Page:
Economics is the study of how governments, populations, businesses and individuals make decisions on how to utilize resources. Macroeconomics, often referred to as “big picture” economics, looks at the influence of government-level economic policies on an economy. Microeconomics refers to the lower-level activities of individual consumers and businesses.
The government, investors, financial analysts and companies all pay close attention to several macro-level indicators of economic conditions. The gross domestic product, or GDP, is a primary macro indicator of a country’s economic production in a given period of time. Unemployment rates are a major factor used by the government to set economic policies. Companies also look to unemployment trends in making business expansion and hiring decisions.
In the United States, the central bank, led by the federal reserve chairman, makes economy policy decisions. Policy makers rely on macro-level economic data in setting policy. Inflation rates, real estate trends and home values and economic growth patterns are common macro-level indicators used. The Central Bank sets the federal funds rate, which influences interest rates for consumer and business savings accounts and loans. The primary concerns of monetary policy are to balance healthy growth with moderate inflation, or price increases.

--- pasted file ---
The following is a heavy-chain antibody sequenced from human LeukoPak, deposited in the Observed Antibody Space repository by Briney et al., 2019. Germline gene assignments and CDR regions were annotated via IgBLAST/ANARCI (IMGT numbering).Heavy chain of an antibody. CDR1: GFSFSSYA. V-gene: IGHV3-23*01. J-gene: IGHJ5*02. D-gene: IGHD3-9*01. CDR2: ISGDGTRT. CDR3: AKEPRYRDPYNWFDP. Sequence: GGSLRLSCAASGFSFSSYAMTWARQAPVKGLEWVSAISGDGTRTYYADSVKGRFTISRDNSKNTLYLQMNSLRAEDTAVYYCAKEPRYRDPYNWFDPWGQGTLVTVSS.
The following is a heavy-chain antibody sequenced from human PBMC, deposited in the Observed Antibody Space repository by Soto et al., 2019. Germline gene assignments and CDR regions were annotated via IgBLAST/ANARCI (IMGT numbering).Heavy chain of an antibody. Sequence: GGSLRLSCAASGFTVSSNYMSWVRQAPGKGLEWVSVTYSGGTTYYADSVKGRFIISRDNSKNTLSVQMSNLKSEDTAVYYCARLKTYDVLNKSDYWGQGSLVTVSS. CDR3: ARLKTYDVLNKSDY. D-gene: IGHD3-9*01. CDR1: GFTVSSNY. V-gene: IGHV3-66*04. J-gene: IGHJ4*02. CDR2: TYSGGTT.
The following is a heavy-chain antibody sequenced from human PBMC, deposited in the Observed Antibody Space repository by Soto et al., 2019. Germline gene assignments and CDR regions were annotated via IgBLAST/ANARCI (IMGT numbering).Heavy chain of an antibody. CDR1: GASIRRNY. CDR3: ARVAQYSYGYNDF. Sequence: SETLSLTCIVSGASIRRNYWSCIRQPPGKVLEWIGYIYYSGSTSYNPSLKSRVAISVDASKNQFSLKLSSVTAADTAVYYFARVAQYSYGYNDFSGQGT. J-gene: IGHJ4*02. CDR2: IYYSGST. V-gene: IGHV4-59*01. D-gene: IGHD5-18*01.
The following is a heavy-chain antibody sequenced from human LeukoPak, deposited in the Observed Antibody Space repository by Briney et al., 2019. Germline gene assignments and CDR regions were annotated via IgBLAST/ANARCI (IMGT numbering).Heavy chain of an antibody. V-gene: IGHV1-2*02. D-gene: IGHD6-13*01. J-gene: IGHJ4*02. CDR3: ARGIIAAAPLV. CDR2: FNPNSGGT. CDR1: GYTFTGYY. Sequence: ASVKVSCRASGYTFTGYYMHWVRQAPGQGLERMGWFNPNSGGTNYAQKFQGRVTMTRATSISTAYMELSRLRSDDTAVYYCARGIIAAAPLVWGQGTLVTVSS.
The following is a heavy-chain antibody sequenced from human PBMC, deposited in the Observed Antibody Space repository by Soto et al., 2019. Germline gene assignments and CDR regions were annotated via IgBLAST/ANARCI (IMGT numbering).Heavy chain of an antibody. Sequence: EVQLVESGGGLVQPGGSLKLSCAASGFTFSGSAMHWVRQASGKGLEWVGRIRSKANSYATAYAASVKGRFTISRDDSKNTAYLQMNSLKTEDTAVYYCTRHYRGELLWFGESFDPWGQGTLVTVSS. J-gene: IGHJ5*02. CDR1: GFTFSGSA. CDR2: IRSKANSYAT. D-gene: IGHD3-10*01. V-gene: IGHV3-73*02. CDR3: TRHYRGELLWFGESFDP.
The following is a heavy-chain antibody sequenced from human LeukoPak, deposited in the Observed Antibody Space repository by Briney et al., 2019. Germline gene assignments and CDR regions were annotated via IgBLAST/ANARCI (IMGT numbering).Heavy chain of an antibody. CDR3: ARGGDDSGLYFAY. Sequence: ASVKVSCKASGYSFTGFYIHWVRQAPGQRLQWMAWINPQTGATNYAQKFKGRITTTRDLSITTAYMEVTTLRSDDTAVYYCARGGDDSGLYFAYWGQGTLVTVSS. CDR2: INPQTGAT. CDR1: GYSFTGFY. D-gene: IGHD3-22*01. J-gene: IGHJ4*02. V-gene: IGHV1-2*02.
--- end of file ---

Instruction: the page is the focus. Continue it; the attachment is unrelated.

Microeconomics and Business
Supply and demand is a prevalent microeconomic drive of business decisions. Essentially, companies compare the available goods in a market to the customer demand at certain prices. Business owners also look at emerging markets and customer demand in deciding where to invest resources. New product developments, company expansions, downsizing and supplier negotiations are all examples of micro-level business considerations.
Microeconomics and the Individual
Consumers also make microeconomic decisions, including how to spend income. Budgeting for monthly home payments, car payments, food, utilities and other household expenses is a core microeconomic activity for individuals. People also watch news on economic conditions in making investment decisions and in deciding whether to spend confidently or save money for financial security. Going to school, getting training, searching for jobs and going through hiring processes are also microeconomic activities for individuals.
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